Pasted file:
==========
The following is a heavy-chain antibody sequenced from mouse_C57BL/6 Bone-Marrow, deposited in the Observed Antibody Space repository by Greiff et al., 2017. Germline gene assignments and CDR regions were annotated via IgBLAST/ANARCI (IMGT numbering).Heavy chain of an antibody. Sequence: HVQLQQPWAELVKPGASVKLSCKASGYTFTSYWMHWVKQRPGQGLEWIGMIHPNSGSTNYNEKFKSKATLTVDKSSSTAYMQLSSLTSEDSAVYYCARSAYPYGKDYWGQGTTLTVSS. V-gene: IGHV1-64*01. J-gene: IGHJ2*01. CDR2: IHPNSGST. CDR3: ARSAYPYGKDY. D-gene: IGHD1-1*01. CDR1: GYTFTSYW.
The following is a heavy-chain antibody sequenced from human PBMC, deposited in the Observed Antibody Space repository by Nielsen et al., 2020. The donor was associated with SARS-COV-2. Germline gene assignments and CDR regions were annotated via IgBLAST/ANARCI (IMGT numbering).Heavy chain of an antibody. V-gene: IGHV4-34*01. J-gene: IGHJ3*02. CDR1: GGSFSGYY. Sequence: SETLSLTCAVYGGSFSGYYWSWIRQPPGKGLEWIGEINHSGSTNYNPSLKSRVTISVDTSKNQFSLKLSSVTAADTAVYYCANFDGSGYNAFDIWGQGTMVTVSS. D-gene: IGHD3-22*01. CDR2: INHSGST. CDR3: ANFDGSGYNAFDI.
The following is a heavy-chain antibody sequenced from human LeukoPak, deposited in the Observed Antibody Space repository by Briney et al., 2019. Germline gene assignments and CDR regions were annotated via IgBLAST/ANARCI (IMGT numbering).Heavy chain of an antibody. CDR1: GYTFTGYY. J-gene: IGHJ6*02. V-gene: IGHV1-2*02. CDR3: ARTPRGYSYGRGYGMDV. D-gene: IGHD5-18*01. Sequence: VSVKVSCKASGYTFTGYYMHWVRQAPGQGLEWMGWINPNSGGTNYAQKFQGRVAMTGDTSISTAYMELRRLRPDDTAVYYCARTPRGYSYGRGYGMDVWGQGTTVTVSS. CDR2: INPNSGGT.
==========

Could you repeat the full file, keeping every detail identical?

The following is a heavy-chain antibody sequenced from mouse_C57BL/6 Bone-Marrow, deposited in the Observed Antibody Space repository by Greiff et al., 2017. Germline gene assignments and CDR regions were annotated via IgBLAST/ANARCI (IMGT numbering).Heavy chain of an antibody. Sequence: HVQLQQPWAELVKPGASVKLSCKASGYTFTSYWMHWVKQRPGQGLEWIGMIHPNSGSTNYNEKFKSKATLTVDKSSSTAYMQLSSLTSEDSAVYYCARSAYPYGKDYWGQGTTLTVSS. V-gene: IGHV1-64*01. J-gene: IGHJ2*01. CDR2: IHPNSGST. CDR3: ARSAYPYGKDY. D-gene: IGHD1-1*01. CDR1: GYTFTSYW.
The following is a heavy-chain antibody sequenced from human PBMC, deposited in the Observed Antibody Space repository by Nielsen et al., 2020. The donor was associated with SARS-COV-2. Germline gene assignments and CDR regions were annotated via IgBLAST/ANARCI (IMGT numbering).Heavy chain of an antibody. V-gene: IGHV4-34*01. J-gene: IGHJ3*02. CDR1: GGSFSGYY. Sequence: SETLSLTCAVYGGSFSGYYWSWIRQPPGKGLEWIGEINHSGSTNYNPSLKSRVTISVDTSKNQFSLKLSSVTAADTAVYYCANFDGSGYNAFDIWGQGTMVTVSS. D-gene: IGHD3-22*01. CDR2: INHSGST. CDR3: ANFDGSGYNAFDI.
The following is a heavy-chain antibody sequenced from human LeukoPak, deposited in the Observed Antibody Space repository by Briney et al., 2019. Germline gene assignments and CDR regions were annotated via IgBLAST/ANARCI (IMGT numbering).Heavy chain of an antibody. CDR1: GYTFTGYY. J-gene: IGHJ6*02. V-gene: IGHV1-2*02. CDR3: ARTPRGYSYGRGYGMDV. D-gene: IGHD5-18*01. Sequence: VSVKVSCKASGYTFTGYYMHWVRQAPGQGLEWMGWINPNSGGTNYAQKFQGRVAMTGDTSISTAYMELRRLRPDDTAVYYCARTPRGYSYGRGYGMDVWGQGTTVTVSS. CDR2: INPNSGGT.